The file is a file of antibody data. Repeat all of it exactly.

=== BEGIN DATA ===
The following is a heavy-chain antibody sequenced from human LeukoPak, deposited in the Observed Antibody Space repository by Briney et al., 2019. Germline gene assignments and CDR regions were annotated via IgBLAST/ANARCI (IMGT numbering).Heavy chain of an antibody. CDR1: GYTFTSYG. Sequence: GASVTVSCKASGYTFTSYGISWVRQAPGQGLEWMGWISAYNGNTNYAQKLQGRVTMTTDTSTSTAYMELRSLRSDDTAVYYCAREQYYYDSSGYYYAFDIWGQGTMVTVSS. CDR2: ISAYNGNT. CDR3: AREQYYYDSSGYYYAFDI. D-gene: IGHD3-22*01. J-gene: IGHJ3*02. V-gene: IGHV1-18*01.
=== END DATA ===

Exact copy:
The following is a heavy-chain antibody sequenced from human LeukoPak, deposited in the Observed Antibody Space repository by Briney et al., 2019. Germline gene assignments and CDR regions were annotated via IgBLAST/ANARCI (IMGT numbering).Heavy chain of an antibody. CDR1: GYTFTSYG. Sequence: GASVTVSCKASGYTFTSYGISWVRQAPGQGLEWMGWISAYNGNTNYAQKLQGRVTMTTDTSTSTAYMELRSLRSDDTAVYYCAREQYYYDSSGYYYAFDIWGQGTMVTVSS. CDR2: ISAYNGNT. CDR3: AREQYYYDSSGYYYAFDI. D-gene: IGHD3-22*01. J-gene: IGHJ3*02. V-gene: IGHV1-18*01.